Tyrone W. v. DANIELLE R., 6448

CourtCourt of Special Appeals of Maryland
Writing for the CourtBYRNES.
Citation129 Md. App. 260,741 A.2d 553
PartiesTYRONE W. v. DANIELLE R., et al.
Docket NumberNo. 6448,6448
Decision Date03 December 1999

741 A.2d 553
129 Md.
App. 260

DANIELLE R., et al

No. 6448, Sept. Term, 1998.

Court of Special Appeals of Maryland.

December 3, 1999.

741 A.2d 556
Anne C. Ogletree, Denton (Suzanne L. Hood, Easton, on the brief), for appellant

Mary C. Murphy, Asst. Atty. Gen. (J. Joseph Curran, Jr., Atty. Gen., on the brief), Baltimore, for appellees.

Argued before WENNER, KENNEY and BYRNES, JJ.

741 A.2d 554

741 A.2d 555

The Circuit Court for Talbot County denied appellant Tyrone W.'s motion for blood or genetic testing and to set aside an enrolled declaration of paternity respecting T.R., a male child. Tyrone challenges those rulings in this appeal, in which T.R.'s mother, Danielle R., and the Talbot County Bureau of Support Enforcement ("Bureau") appear as appellees. Because we conclude that the lower court erred in denying Tyrone's request for blood or genetic testing, we shall vacate the judgment of the circuit court, and remand the case for further proceedings.


Danielle gave birth to T.R. on January 8, 1989. Four months later, on April 27, 1989, Danielle and Tyrone entered into a written agreement ("Agreement") in which Tyrone acknowledged paternity of T.R. and promised to pay $35.00 per week in child support and a portion of T.R.'s medical expenses not covered by insurance.1

On May 3, 1989, Danielle filed a paternity action in the Circuit Court for Talbot County. The action was filed with the consent of the Talbot County State's Attorney's Office.2 It contained a "Notice to Defendant" advising Tyrone of his right to have the issue of paternity tried by a jury and informing him that unless he elected a

741 A.2d 557
jury trial, that right would be deemed waived and the matter would be tried by the court. Danielle attached the Agreement to her complaint.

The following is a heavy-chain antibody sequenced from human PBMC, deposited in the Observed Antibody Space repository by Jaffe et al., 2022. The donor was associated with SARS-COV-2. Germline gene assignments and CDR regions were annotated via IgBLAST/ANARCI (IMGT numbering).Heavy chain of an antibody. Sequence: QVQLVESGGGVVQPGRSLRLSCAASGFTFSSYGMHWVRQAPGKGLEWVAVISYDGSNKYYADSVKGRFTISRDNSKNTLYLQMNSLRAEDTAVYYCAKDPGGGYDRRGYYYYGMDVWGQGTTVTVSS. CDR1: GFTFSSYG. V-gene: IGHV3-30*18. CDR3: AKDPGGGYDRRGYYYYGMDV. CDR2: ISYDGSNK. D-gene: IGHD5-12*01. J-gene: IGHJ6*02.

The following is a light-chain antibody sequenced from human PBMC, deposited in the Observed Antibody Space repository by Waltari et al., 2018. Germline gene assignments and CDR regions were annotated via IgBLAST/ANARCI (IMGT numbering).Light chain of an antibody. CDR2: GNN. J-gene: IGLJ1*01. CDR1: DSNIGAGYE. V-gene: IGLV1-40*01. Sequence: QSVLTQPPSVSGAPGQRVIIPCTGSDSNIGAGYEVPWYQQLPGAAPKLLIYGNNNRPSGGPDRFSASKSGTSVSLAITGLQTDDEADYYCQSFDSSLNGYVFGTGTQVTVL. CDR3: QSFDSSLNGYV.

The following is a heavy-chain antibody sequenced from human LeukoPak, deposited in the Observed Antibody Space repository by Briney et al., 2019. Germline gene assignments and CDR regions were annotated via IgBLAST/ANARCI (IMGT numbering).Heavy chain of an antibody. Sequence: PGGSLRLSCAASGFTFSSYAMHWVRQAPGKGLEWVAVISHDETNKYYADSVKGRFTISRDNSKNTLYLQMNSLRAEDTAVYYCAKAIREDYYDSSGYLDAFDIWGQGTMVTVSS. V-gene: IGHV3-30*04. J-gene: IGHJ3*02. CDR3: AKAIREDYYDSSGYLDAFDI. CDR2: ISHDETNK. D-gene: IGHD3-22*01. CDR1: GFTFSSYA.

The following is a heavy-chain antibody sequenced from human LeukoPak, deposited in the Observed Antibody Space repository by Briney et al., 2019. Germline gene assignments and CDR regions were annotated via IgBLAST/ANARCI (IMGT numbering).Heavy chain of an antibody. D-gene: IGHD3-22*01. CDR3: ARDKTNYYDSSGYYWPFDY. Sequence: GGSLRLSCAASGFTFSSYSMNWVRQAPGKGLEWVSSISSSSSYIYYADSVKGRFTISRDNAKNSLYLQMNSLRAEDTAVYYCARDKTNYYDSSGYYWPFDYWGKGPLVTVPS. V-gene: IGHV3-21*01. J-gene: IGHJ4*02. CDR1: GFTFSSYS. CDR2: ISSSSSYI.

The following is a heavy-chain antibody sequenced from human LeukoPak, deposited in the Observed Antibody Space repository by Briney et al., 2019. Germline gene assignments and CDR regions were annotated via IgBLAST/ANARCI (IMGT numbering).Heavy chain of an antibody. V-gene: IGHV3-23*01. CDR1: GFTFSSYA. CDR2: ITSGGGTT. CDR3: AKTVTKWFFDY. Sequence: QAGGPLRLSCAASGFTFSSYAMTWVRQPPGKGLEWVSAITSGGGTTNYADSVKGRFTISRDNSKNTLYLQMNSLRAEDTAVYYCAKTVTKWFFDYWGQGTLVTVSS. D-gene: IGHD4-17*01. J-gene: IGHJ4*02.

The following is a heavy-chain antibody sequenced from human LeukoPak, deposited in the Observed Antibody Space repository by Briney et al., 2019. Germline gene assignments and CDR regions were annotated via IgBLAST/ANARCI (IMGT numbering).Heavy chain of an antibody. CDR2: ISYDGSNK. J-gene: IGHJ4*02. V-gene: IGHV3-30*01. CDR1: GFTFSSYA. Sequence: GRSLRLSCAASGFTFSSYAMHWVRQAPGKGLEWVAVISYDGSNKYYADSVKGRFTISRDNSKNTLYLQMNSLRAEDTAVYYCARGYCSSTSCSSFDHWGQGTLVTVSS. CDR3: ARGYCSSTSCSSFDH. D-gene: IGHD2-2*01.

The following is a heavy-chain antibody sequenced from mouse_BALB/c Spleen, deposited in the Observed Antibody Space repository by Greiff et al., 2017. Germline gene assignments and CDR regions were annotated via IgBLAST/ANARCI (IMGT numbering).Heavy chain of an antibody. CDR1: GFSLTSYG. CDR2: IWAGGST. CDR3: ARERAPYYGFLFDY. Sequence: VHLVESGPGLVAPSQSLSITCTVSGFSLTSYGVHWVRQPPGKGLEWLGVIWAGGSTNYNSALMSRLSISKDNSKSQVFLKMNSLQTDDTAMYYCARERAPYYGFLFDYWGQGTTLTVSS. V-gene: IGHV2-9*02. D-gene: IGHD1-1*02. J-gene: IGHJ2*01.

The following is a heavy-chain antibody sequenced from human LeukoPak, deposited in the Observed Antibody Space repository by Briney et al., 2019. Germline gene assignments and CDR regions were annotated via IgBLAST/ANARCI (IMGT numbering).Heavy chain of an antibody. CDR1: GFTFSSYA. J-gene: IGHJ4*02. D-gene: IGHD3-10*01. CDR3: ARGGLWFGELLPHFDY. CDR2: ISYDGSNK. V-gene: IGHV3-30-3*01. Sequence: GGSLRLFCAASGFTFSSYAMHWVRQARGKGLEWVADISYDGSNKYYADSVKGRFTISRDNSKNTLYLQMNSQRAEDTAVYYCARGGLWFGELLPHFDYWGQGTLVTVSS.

Six days later, on May 9, 1989, the circuit court entered a judgment of paternity declaring Tyrone to be the father of T.R. and ordering him to pay child support and medical expenses in accordance with the terms of the Agreement. Further tracking the Agreement, the court granted custody and guardianship of T.R. to Danielle and visitation rights to Tyrone, and ordered that Tyrone's support obligations continue until T.R. should reach the age of eighteen, die, marry, or become self-supporting.

The record in the 1989 paternity action does not contain a docket entry reflecting service upon Tyrone. It is undisputed, however, that Tyrone was aware of the court's judgment and abided by it.

On April 7, 1998, almost nine years after the entry of the paternity judgment, Danielle and the Bureau filed in the 1989 paternity case a petition for increase in child support, pursuant to Md.Code (1984, Repl.Vol.1999), § 10-115 of the Family Law Article ("F.L."). Tyrone responded by filing a paper entitled "Response to Petition for Increase in Child Support and Complaint to Set Aside Declaration of Paternity." He alleged that several years after T.R.'s birth, he discovered that during the approximate time of T.R.'s conception, Danielle had engaged in sexual intercourse with other men and that, contrary to what Danielle had told him before he signed the Agreement, he is not T.R.'s biological father. Tyrone asked the court to order Danielle and T.R. to submit to blood or genetic testing in accordance with F.L. § 5-1029, and further requested that it set aside the 1989 paternity judgment, should the testing confirm his belief that he is not T.R.'s biological father.